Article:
• Sunday, June 23, 2024
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BusinessDay

Nigeria raises less cash than planned at bond auction as low rates curb appetite

Uncertainty clouds Nigeria’s Eurobond plans

…Sells N1.49 trillion worth of bonds, 60% of amount offered

Nigeria’s Debt Management Office could only raise around half of its intended sale of N2.5 trillion in seven and 10-year bonds yesterday as the low-interest rates on offer curbed investor appetite.

The two bonds were subscribed to the tune of N1.49 trillion with the seven-year tenor raking N873.5 billion, 69.6 percent of the amount offered while the ten-year bond raked N621.38 billion, 49.6 percent of the total offer.

Analysts say appetite for both bonds was subdued because of the relatively low-interest rates on offer. The stop rates on the seven and 10 year bonds were 18.5 and 19 percent respectively. That’s about the same level as the stop rate on the one year Treasury bill considered less risky than longer-dated bonds.

The stop rate on the bonds is also well below the January inflation rate of 29.9 percent as reported by the National Bureau of Statistics (NBS).

Portfolio managers who spoke with BusinessDay mentioned that they had bid at rates higher than the stop rates because they expected yields closer to the T-bills auction.

“It has to do with rate expectations looking at the auction results, the rate on the seven-year maturity wasn’t attractive enough to get robust interest from investors,” a Lagos-based economist said.

“Looking at the 1 year T-bills, it was higher than the bond auction. Comparing the one-year T-bills to a seven-year maturity, it’s basically close to the auction result in itself in terms of the rate being offered,” the Lagos-based economist further said.

He said that investors are also waiting to see where rates are closing in terms of MPC and future directions of interest rates before locking in a longer term at that point in time.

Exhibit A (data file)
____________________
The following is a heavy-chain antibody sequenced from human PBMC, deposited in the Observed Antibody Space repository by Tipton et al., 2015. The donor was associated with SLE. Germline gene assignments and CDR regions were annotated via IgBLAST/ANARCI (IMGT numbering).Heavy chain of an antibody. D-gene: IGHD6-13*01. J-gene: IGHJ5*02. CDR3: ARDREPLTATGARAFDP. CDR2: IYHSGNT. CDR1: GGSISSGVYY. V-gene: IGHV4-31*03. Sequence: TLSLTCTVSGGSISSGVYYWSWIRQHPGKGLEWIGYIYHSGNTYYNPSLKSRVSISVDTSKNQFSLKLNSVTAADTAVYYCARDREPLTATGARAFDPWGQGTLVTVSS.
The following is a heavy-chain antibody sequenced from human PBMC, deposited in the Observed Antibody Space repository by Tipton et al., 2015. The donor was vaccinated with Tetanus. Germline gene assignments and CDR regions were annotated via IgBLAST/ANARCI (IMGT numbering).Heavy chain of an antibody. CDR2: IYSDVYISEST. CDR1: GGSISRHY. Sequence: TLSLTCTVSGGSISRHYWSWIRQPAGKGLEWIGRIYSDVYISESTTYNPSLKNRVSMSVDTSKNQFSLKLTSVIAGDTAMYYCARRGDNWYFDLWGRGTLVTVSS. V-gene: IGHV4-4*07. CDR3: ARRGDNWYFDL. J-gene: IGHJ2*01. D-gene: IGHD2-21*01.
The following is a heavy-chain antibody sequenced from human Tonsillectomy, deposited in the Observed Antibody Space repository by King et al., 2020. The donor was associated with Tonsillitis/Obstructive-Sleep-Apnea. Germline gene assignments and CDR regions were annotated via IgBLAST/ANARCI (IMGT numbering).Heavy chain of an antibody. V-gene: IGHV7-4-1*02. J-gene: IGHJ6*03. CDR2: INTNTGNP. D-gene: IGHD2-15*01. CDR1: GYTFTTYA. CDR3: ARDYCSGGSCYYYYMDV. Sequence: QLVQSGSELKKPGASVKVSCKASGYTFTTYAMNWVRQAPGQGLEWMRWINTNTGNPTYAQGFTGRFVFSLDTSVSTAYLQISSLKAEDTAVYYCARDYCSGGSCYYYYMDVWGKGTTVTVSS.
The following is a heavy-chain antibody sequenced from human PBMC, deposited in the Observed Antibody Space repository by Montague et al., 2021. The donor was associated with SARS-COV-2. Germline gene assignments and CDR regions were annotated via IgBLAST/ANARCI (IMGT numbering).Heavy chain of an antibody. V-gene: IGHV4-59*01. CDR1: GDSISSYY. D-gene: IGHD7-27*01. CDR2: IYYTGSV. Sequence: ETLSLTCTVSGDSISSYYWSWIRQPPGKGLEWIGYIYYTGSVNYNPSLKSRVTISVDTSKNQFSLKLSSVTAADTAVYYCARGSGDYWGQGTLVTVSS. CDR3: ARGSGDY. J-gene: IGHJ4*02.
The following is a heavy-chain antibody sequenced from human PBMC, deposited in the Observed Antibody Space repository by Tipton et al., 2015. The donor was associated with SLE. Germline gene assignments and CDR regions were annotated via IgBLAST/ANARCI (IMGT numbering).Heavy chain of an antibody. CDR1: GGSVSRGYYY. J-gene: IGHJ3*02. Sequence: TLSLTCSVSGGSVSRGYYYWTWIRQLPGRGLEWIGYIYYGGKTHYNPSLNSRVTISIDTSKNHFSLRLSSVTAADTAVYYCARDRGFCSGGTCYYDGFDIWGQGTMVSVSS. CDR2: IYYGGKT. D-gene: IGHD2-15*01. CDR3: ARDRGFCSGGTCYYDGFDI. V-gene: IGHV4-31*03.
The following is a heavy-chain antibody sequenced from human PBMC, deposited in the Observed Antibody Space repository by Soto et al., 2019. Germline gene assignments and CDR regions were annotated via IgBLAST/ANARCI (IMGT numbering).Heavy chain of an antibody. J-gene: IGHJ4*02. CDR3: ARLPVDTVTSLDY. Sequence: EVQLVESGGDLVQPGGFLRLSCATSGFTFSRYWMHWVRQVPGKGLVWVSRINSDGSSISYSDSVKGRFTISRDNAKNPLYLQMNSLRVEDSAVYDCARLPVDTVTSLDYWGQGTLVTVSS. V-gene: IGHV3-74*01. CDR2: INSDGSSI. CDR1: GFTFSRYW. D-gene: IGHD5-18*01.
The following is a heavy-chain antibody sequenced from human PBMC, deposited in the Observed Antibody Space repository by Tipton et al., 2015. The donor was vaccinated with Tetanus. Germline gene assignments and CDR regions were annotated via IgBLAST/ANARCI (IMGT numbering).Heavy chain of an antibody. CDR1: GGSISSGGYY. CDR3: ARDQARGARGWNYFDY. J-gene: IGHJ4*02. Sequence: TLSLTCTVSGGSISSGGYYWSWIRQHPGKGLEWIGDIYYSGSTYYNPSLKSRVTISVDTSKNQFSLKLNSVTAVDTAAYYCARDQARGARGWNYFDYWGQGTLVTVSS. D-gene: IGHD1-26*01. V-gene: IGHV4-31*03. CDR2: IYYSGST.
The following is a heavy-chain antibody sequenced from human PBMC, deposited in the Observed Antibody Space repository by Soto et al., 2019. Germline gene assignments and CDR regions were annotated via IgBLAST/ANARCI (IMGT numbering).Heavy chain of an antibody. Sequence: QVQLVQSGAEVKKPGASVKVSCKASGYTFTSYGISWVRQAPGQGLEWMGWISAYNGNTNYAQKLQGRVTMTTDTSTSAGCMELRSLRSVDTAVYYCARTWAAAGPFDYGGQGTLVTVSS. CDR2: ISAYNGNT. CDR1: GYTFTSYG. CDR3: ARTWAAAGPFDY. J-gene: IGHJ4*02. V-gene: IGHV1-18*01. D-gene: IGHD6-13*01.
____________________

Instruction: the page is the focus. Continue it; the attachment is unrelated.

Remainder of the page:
Damilare Asimiyu, head, Investment Research at Afrinvest Consulting, said that since the treasury bills closed at a higher rate, it bided higher for the bonds.

“The Treasury bill was auctioned before the inflation rate came out. So if we take out the effects of the major shocks we now have in January, we would expect that all these things will be considered with the interest rate,” Asimiyu said.

He said that it showed that the CBN is not fully ready for a market-driven rate. “You can’t have inflation at the border of 30 percent and interest rate is this low.”

He said that the market was a bit disappointed because real returns on the inflation alone is negative and factoring the risk of currency devaluation the rates on the bond wasn’t attractive enough.

Rising inflation is piling pressure on the CBN to hike rates at a meeting later this month.

The current benchmark interest rate stands at 18.5 percent with analysts expecting a 300 basis points hike by the CBN when the Monetary Policy Committee meets on February 26 and 27.

Sources familiar with this said that Tier one banks that were debited in excess of the 32.5 percent cash reserve ratio were refunded ahead of the auction.

Banks are to have 32.5 percent of their deposit with the CBN, but during Emefiele’s tenure, there were arbitrary CRR debits, though Cardoso has tried to normalize with a bit of refund from time to time.

“He has also done some arbitrary debits in trying to manage the FX crises linking the excess liquidity in the bank to that, also having more funds to play in the currency market. So banks go debited more than the 32 percent to as much as 50 percent,” a source mentioned.

He said that two weeks ago Cardoso mentioned that they are going back to the 32.5 percent CRR so they’ll be refunding banks that have been debited in excess of that amount.

The N2.5 trillion bond auction is the highest amount the government has attempted to raise in local bonds in one month and is seven times more than the N360 billion offered in January.

At the previous bond auction, a total of N418.2 billion was sold of the N360 billion put up. The 15-year bond was oversubscribed to the tune of N266.7 billion, nearly threefold the N90 billion that was offered.